After the fantastical greatness of Assassin's Creed Origins: Curse of the Pharaohs, we had high hopes for The Fate of Atlantis -- a chance for the developers of Assassin's Creed Odyssey to let their imagination run wild. While Odyssey already features a number of mythological elements, this DLC saga promises even more creativity. Unfortunately, The Fate of Atlantis' first episode struggles to live up to the expectations set by its Egyptian predecessor.
On paper, Episode 1 has everything nailed down. A stunning new map to explore and a choice-heavy narrative featuring the Greek gods themselves top the bill, but the DLC fails to fully capitalise on either aspect. The result is a meandering experience that rarely feels as grand or as significant as it should.
It doesn't help that things start off with the series' modern day guff. A prologue mission that has you play as modern day protagonist Layla Hassan acts as a gateway to the DLC, and while it does tie proceedings into the now ridiculously convoluted lore of Assassin's Creed, it's not what you want from a game where you've spent the last 100 hours playing as an entirely different (and much better developed) character.
Assassin's Creed's modern day escapades continue to be an annoyance. Weak writing and even weaker personalities wrench you from a historical adventure that you're likely heavily invested in, and it's here that The Fate of Atlantis first begins to stumble. The series' sci-fi elements are a mess at the best of times, but now we've got talking weaponry, a simulation of the ancient Greek afterlife, and giant people who talk in riddles. It's borderline parody.
The gist of it is that your hero, Alexios or Kassandra, has to enter the aforementioned simulation and find some kind of all-important power source. In order to do this, they need to assume the role of a double agent, offering loyalty to both the realm's leader and to a rebellious faction. This premise paves the way for a number of branching scenarios that twist and turn based on your actions and dialogue choices. Some of this stuff is surprisingly in-depth, but it's hard not to feel as though you're eventually led down a linear path -- especially near the end of the episode. There's definitely some disappointing railroading here.
We can certainly appreciate the emphasis on player choice and consequence, but the storytelling throughout Episode 1 is muddy. There are several key moments that feel forced or far too convenient, and at times, the DLC's main characters come across as little more than talking mannequins that exist purely to showcase the impact of your actions. Having said all that, we do find ourselves interested in seeing how things develop in Episode 2 -- there's just enough spice between the hero and their supposed enemies to keep us guessing.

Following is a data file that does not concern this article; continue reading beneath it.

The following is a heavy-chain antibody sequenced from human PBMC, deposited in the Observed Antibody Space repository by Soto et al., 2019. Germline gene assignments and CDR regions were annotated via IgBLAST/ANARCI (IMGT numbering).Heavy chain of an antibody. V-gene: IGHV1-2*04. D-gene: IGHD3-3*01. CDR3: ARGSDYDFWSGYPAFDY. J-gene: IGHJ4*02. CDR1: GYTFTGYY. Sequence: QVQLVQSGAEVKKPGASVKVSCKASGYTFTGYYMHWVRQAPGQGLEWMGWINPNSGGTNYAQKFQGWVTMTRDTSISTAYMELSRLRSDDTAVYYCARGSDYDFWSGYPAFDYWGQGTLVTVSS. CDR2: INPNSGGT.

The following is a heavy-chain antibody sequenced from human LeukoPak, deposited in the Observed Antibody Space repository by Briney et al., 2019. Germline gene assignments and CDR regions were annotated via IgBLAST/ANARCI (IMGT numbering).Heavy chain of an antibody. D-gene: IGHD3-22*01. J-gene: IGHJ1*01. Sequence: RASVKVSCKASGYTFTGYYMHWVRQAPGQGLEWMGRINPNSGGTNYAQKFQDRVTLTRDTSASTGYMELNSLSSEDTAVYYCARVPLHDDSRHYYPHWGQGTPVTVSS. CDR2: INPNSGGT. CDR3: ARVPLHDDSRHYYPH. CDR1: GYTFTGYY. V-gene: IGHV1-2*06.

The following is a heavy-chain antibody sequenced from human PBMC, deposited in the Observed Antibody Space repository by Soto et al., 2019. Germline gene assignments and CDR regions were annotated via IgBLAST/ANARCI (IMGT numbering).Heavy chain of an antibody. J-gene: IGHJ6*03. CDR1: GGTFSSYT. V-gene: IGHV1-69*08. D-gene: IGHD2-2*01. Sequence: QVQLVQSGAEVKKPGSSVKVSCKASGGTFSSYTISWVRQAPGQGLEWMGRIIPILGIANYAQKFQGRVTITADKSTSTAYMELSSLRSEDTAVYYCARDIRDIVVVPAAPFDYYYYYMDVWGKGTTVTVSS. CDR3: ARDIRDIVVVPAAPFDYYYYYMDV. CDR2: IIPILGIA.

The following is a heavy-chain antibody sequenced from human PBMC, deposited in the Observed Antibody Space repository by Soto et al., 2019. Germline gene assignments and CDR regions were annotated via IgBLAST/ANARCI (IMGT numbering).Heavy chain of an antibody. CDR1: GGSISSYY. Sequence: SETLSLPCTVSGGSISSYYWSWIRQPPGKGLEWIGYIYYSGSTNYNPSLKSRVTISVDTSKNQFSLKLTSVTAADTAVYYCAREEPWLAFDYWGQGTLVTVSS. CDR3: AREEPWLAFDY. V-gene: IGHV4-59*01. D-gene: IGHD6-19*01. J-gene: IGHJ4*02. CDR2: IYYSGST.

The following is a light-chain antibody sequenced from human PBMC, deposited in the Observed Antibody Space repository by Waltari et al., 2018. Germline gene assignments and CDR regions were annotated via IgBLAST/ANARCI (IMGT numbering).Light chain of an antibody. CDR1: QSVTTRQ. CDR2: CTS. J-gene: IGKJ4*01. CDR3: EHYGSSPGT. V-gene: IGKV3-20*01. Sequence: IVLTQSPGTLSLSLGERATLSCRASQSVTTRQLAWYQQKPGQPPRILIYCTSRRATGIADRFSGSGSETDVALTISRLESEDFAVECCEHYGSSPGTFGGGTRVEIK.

Indeed, we're very much in this for the sake of Alexios or Kassandra. Like the previous DLC saga, Legacy of the First Blade, The Fate of Atlantis lets you further explore your hero's personality. It's not anything truly defining, but there are some well constructed moments here and there that really let you express yourself. The hope is that all of this character development carries over into Episode 2.
So with storytelling that's a little off the boil, does the gameplay hold up? Well, yes and no. For starters, Elysium is a truly stunning location -- seriously, it's one of the most beautiful virtual landscapes we've seen on PS4 -- but when compared to the game's normal open world, it's lacking in life. There are no random events, predatory animals, enemy camps, battles, or roaming mercenaries -- it's just a bunch of landmarks strewn across admittedly gorgeous fields.
Without any dynamic happenings, Elysium's a rather boring place to be once you've gotten over how lovely it looks. All too quickly, you find yourself dashing from one mission marker to the next because there's nothing to engage with in between. There are no treasures to find off the beaten path and no optional quests to undertake. Elysium makes you appreciate just how impressively busy Odyssey's usual open world is.
Fortunately, the inclusion of several huge enemy fortresses ensures that you're not totally starved of action. These citadels are a thrill to fight or silently stab your way through thanks to some brilliantly vertical level design, and the new, trickier foes do a good job of keeping you on your toes. In contrast, one quieter quest sees you traverse an abandoned ruin that sits above the clouds, and just navigating its puzzle-like structure is a joy. There's no denying that Episode 1 has its high points -- we just wish that they were part of a more polished package.
Assassin's Creed Odyssey: The Fate of Atlantis - Episode 1 has its moments, but as a whole, it feels like a missed opportunity. With better storytelling this could have been a truly intriguing player-driven tale, but inconsistent characters and unclear consequences keep things from clicking. Elsewhere, the modern day stuff just doesn't gel, and although the DLC's new location is absolutely stunning, it immediately lacks the life that makes Odyssey's open world so engrossing. All in all, this is an okay start to the Eagle-Bearer's endgame adventure, and we do want to see what Episode 2 brings, but we expected more from such a fantastical outing.